Hybrid PIC codes are interesting multi-scale tools…
Hybrid Particle-In-Cell codes solve kinetic ion dynamics and model the electrons as a fluid to get the electric field with the generalized Ohm’s law rather. It is an interesting formalism to solve plasma processes in collisionless systems since it can evolve much bigger systems than fully kinetic codes and for longer times, at the price of neglecting electron kinetic scales.
3D hybrid PIC simulations of magnetic reconnection
… but cannot yet fill the gap between sub-ion and global scales
However hybrid codes are still much more computationally demanding than fluid codes. First because they demand to solve particle dynamics, but above all because the Hall term brings dispersive waves such as the whistlers, which are a very severe contraint on the time step. As a result, solving processes such as magnetic reconnection, which demand sub-ion scale dissipative terms to be resolved, in a large scale or global context, is still not possible.
High resolution should only exist where needed
One key aspect of the problem is to realize that one does often not need to have a strong spatial resolution everywhere in the simulated system. For instance, considering the coupling of the solar wind to the magnetophere, one would think that the resolution should be progressively increased around the dayside interaction region, then around the shock and magnetopause boundaries, and then in the fine structures developed by plasma processes occuring there.
To answer problems like the on just described, on needs an Hybrid PIC code that can self-consistently adapt its mesh size to the underlying dynamics it is solving. This is precisely what the project PHARE aims at.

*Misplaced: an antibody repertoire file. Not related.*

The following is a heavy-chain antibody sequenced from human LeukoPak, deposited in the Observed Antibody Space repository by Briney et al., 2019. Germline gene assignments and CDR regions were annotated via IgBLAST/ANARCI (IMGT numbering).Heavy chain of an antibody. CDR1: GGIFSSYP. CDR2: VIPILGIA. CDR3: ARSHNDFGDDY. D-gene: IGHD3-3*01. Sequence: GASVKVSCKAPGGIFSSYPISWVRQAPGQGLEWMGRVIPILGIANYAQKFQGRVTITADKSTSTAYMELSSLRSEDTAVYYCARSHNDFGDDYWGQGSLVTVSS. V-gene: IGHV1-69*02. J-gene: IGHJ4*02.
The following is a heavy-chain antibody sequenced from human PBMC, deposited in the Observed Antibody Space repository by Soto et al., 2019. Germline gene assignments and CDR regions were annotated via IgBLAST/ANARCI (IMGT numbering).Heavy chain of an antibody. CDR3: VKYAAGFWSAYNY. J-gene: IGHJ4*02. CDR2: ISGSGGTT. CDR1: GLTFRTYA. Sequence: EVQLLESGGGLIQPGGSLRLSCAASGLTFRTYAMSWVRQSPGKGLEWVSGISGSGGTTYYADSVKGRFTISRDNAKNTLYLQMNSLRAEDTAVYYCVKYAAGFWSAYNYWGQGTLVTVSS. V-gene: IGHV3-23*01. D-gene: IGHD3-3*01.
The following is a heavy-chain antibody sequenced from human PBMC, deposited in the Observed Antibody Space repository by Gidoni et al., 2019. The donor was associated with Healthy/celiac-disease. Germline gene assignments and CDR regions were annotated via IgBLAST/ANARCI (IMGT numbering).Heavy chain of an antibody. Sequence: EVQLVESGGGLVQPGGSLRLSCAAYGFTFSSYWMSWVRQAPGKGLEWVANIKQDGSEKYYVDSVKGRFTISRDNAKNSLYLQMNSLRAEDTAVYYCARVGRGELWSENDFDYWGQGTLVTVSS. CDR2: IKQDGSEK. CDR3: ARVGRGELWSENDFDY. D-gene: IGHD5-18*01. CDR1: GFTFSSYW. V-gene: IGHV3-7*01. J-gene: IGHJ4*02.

The magnetosphere where the gray area could be a high mesh resolution region
From Galileo’s to the Hubble telescope
PHARE starts its development at a pivotal time, where codes are transitioning from the old school one-file code written (in fortran 77), debugged and used by the same physicist on his/her own machine, to codes targeting tens or hundreds of thousands of cores for millions of CPU hours. This new generation of codes cannot be developped by one scientist alone. They aim at serving broad communities. These codes are complex, tens of thousands of lines of codes for which many users, among which students, have no clue how they work. They however still need to manipulate them to adapt them to their own problem in a flexible, user-friendly way. Above all, they need to trust the code produces validated results.
The second ambition behind the project PHARE is thus also to develop a code that would be open source, very user friendly and flexible enough to serve a broad community among the plasma- and astro-physicists.
More technical details
The code is open source and versioned with git. It is regularly pushed on a GitHub repository. It is developed with a combinaison of modern C++ and python. Most of the code is covered by unit tests, thousands of which are automatically ran and validated after each commit and pull request.